Supports Chapter Five - Fats: from tonic to toxic
I have been extolling the virtues of butter over margarines made with linoleic acid-rich vegetable oils ever since 1971. Now, the medical fraternity is finally getting the message - and, more importantly, publishing it!
This week, not only the BMJ but many UK Newspapers have published articles which vindicate my stance. But, as you will read, there are some who really don't want to know.
Swapping butter for margarine and vegetable oils could trigger a heart attack, scientists have warned.
Decades of dietary advice has been turned on its head after experts uncovered startling new evidence about the dangers of eating “healthy” spreads.
A study revealed an ingredient in vegetable fats triggers inflammation – which plays a major role in chronic illnesses from heart disease and cancer to arthritis and Alzheimer’s.
The findings will have major implications for millions of Britons who have stopped using butter in favour of trendy, and less fatty, spreads and oils following healthy-living guidance.
Victoria Taylor, senior dietitian at the British Heart Foundation, said: “Our understanding of the effect of different fats on the heart develops all the time as research into this complex issue is published. Replacing saturated fats with unsaturated alternatives is a well-known recommendation for your heart which is based on many large and in-depth studies.
“However, this research highlights the need for us to further understand how different unsaturated fats affect our risk of heart disease.
“Whichever fats you use it’s important to be sparing with them. Try to grill, bake, or steam your food, rather than frying. Measuring out oils instead of pouring straight from the bottle is another good way of making sure you’re not overdoing it.”
The new research, published online in the British Medical Journal, was carried out by experts from the US Government’s National Institutes of Health in Maryland. They recovered missing data from a study in the 1960s involving 458 men aged 30-59 who had suffered a heart attack or angina.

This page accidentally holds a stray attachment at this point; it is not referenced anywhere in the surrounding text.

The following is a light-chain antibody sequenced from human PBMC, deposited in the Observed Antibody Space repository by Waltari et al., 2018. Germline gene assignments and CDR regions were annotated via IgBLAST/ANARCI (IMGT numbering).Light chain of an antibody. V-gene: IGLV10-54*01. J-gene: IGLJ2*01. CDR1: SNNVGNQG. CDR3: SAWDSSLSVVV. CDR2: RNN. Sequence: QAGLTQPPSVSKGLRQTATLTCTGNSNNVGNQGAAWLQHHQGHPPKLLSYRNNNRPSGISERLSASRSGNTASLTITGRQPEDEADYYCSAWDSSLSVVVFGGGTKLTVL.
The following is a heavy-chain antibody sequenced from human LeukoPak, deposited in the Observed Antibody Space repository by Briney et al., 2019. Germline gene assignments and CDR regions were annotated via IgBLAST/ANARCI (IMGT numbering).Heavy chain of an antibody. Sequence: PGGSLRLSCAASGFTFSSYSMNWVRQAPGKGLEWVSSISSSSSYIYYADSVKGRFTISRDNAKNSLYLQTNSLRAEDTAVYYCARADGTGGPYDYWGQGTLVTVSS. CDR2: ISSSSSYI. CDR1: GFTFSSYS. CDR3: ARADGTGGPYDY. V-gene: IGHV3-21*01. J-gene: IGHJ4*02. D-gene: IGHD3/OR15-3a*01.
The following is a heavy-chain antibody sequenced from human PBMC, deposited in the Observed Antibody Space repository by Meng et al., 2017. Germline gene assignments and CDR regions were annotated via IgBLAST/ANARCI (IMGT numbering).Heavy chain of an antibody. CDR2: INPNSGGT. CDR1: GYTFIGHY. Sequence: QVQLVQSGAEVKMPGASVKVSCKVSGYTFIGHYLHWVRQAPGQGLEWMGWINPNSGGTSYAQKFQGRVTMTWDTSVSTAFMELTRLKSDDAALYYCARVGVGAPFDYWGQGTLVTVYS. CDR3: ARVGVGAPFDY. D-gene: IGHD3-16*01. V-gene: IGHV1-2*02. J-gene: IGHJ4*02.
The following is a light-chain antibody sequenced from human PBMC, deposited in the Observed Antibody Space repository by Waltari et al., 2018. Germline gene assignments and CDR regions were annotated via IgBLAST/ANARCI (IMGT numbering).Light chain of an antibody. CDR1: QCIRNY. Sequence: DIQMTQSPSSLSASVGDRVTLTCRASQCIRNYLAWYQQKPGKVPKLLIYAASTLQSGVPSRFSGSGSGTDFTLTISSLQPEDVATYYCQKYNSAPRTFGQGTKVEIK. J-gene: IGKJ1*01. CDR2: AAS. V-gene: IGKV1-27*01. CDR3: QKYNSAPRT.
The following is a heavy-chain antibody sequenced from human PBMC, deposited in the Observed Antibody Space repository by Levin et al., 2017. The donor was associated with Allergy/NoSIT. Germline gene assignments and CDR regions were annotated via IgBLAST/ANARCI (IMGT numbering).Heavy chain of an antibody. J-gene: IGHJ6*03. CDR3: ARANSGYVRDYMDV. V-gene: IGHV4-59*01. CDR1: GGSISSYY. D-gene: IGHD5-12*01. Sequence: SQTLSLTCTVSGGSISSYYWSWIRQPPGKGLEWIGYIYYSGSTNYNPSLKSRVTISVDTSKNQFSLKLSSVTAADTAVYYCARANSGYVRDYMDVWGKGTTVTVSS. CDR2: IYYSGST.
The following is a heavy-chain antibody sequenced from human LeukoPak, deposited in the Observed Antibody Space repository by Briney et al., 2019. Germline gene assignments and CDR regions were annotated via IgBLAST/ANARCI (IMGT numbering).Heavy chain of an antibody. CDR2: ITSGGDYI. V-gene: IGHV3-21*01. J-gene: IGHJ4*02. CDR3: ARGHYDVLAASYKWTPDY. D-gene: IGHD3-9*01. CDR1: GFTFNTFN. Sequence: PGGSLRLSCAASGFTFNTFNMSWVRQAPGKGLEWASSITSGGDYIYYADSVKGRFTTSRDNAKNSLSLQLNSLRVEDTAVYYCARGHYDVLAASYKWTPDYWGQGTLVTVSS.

Using modern statistical methods to compare death rates, they found there was no evidence of the benefit of replacing saturated fats with omega-6 linoleic acid, found in vegetable fats.
In fact, they said replacing the animal fats with polyunsaturated fatty acids (PUFAs) from vegetable fats increased risk of death in those patients with cardiovascular disease.
Those who increased their intake of the “healthy” fats over three years were almost twice as likely to die.
The omega-6 linoleic acid group in the study had a higher risk of death from all causes (62 per cent), as well as from cardiovascular disease (70 per cent) and coronary heart disease (74 per cent), compared to others.
Linoleic acid is present in high amounts in some commonly used vegetable oils such as corn, sunflower, safflower and soya bean.
Once in the body, it is converted into a chemical called arachidonic acid which can trigger the release of other chemicals leading to inflammation, a leading cause of a host of chronic diseases.
In the UK, people consume on average of 10g per day of linoleic acid, found in about nine level teaspoons of polyunsaturated margarine or three teaspoons of sunflower oil. Coronary heart disease is the UK’s biggest killer with about one in five men and one in seven women dying from the disease.
It causes around 94,000 deaths each year. There are also at least 2.6 million people living with the condition.
Angina, the most common symptom of coronary heart disease, affects two million in Britain.
Dr Christopher Ramsden, for the NIH study, said: “Advice to substitute vegetable oils rich in PUFAs for animal fats rich in saturated fats has been a cornerstone of dietary guidelines for the past half century.
“These findings could have important implications for worldwide dietary advice to substitute omega-6 linoleic acid, or polyunsaturated fats in general, for saturated fats.”
Professor Philip Calder, a nutritional immunologist at Southampton University, said the study provided “important information” on a health issue causing “considerable debate”.
It's about time that 'debate' reached its conclusion. We have evidence from over 50 years of study into fats and heart disease. The only fats that have shown harm are the 'healthy' vegetable oils and products made from them. No study has ever found statistically convincing evidence that butter is anything other than beneficial.
Although UK law requires food labels to warn of saturated fat content, it is 'high in polyunsaturates' that the buyer should beware of.
Christopher E Ramsden, Daisy Zamora , Boonseng Leelarthaepin, et al. Use of dietary linoleic acid for secondary prevention of coronary heart disease and death: evaluation of recovered data from the Sydney Diet Heart Study and updated meta-analysis. BMJ. 2013 Feb 4;346:e8707. doi: 10.1136/bmj.e8707.